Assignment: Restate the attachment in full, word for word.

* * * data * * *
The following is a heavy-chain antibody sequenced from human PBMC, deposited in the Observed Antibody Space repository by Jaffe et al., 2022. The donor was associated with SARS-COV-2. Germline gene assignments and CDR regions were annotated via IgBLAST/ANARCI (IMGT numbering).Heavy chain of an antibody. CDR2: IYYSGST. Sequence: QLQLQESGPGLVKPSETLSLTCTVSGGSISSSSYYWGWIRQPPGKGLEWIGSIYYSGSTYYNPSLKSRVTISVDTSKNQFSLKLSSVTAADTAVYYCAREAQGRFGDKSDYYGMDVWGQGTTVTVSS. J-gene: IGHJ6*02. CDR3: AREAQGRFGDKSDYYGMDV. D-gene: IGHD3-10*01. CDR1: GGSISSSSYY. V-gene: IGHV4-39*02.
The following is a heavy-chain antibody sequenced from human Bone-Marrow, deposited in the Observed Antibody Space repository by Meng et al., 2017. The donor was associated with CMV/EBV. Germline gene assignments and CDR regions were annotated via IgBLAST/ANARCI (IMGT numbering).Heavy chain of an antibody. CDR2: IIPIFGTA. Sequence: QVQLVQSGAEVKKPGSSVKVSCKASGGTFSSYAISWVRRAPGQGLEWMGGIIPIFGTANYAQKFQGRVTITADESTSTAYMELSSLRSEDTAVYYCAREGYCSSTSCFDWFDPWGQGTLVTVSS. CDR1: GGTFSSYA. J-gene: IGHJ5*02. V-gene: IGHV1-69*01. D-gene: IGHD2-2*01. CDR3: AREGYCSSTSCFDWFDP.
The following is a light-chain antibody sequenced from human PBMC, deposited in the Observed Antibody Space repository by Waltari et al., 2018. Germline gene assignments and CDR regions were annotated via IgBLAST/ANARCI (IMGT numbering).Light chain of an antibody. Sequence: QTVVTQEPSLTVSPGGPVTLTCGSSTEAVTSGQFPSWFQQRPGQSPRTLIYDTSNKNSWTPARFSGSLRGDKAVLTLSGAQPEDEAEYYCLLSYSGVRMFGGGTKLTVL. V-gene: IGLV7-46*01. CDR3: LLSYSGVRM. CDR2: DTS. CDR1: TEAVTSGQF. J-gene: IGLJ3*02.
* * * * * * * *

The following is a heavy-chain antibody sequenced from human PBMC, deposited in the Observed Antibody Space repository by Jaffe et al., 2022. The donor was associated with SARS-COV-2. Germline gene assignments and CDR regions were annotated via IgBLAST/ANARCI (IMGT numbering).Heavy chain of an antibody. CDR2: IYYSGST. Sequence: QLQLQESGPGLVKPSETLSLTCTVSGGSISSSSYYWGWIRQPPGKGLEWIGSIYYSGSTYYNPSLKSRVTISVDTSKNQFSLKLSSVTAADTAVYYCAREAQGRFGDKSDYYGMDVWGQGTTVTVSS. J-gene: IGHJ6*02. CDR3: AREAQGRFGDKSDYYGMDV. D-gene: IGHD3-10*01. CDR1: GGSISSSSYY. V-gene: IGHV4-39*02.
The following is a heavy-chain antibody sequenced from human Bone-Marrow, deposited in the Observed Antibody Space repository by Meng et al., 2017. The donor was associated with CMV/EBV. Germline gene assignments and CDR regions were annotated via IgBLAST/ANARCI (IMGT numbering).Heavy chain of an antibody. CDR2: IIPIFGTA. Sequence: QVQLVQSGAEVKKPGSSVKVSCKASGGTFSSYAISWVRRAPGQGLEWMGGIIPIFGTANYAQKFQGRVTITADESTSTAYMELSSLRSEDTAVYYCAREGYCSSTSCFDWFDPWGQGTLVTVSS. CDR1: GGTFSSYA. J-gene: IGHJ5*02. V-gene: IGHV1-69*01. D-gene: IGHD2-2*01. CDR3: AREGYCSSTSCFDWFDP.
The following is a light-chain antibody sequenced from human PBMC, deposited in the Observed Antibody Space repository by Waltari et al., 2018. Germline gene assignments and CDR regions were annotated via IgBLAST/ANARCI (IMGT numbering).Light chain of an antibody. Sequence: QTVVTQEPSLTVSPGGPVTLTCGSSTEAVTSGQFPSWFQQRPGQSPRTLIYDTSNKNSWTPARFSGSLRGDKAVLTLSGAQPEDEAEYYCLLSYSGVRMFGGGTKLTVL. V-gene: IGLV7-46*01. CDR3: LLSYSGVRM. CDR2: DTS. CDR1: TEAVTSGQF. J-gene: IGLJ3*02.